Picture Book Reviews · Picture Books

Review: The Wind In The Wall by Sally Gardner. Illustrated by Rovina Cai.

Review: The Wind In The Wall by Sally Gardner. Illustrated by Rovina Cai.

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Tap – tap – tap. 

A young man has waited out the years, trapped inside the walls. He was once, long ago, a gardener for the Duke of Northumberland. The young man and the Duke shared an admiration for the amaryllis, and the young man had hoped he would rise through the ranks to become Head Gardener. 

Then the pineapple reached Britain. The gentry were besotted. 

Pushed aside, the young man watches as a stranger appears at the house with claims to charm the pineapples. The young man knows a charlatan when he sees one, and yet he wants to know the stranger’s secret. What he witnesses has consequences that will last for centuries. 

A subtle and touching ghost story from Sally Gardner. 

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The setting of the old estate is made magical by the knowledge that a man became trapped in the walls for centuries. Sally Gardner’s stories often feel this way – as if we know the setting intimately and yet at the same time we know nothing at all, because anything might happen. The result is that we are firmly in the hands of the storyteller as we wait for all to be revealed. 

What the young man discovers will stay with the reader for life. The harmony between the words and the pictures, especially at this moment, is stunning.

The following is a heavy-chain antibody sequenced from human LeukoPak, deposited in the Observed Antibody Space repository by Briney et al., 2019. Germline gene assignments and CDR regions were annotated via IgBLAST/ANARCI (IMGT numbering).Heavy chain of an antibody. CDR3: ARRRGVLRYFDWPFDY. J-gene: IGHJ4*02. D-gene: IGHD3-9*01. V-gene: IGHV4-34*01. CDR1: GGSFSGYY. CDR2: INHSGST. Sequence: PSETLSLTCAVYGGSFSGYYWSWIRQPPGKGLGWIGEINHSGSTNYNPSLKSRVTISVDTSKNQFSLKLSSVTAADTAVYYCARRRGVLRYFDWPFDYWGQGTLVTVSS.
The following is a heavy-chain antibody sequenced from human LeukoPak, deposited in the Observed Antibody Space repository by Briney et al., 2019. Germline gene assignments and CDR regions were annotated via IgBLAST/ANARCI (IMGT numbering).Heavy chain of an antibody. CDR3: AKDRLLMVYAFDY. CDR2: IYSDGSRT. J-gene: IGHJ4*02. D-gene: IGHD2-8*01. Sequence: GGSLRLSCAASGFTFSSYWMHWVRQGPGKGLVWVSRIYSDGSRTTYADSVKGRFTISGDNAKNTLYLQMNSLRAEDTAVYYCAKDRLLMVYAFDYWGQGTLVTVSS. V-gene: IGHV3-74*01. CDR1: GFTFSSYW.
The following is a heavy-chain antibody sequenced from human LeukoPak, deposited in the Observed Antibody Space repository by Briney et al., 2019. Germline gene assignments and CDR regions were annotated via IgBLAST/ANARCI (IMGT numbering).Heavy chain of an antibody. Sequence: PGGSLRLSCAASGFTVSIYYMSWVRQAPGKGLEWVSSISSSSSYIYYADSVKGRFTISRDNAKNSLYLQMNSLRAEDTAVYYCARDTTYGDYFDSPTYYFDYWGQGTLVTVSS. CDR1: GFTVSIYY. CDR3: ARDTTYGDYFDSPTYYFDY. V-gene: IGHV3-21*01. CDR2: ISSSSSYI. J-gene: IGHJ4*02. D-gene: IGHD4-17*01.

The story is something between a ghost story and a time-slip. The young man is left haunting the walls long after the other characters have gone. 

If you fancy a ghost story this autumn but want something free from gore and gimmick, this one is for you. My favourite kind of ghost stories are rooted firmly in real-life stories (albeit with the occasional pinch of magic thrown in). The terror doesn’t necessarily have to come from the undead, and it certainly shouldn’t come from the fact that ‘it’s a ghost’ alone. The Wind In The Wall ticks all my boxes with its strong back story and the chemistry between the characters. 

Rovina Cai’s illustrations tell the emotional story. The passion on the protagonist’s face as he tends the amaryllis is replaced with creeping darkness which begins with the pineapples. The illustrations tell the story by themselves and they add extra layers to the words.  

A striking read around Halloween and a timeless story that could be read at any time of year. 

 

Thanks to Hot Key Books for my copy of The Wind In The Walls. Opinions my own.

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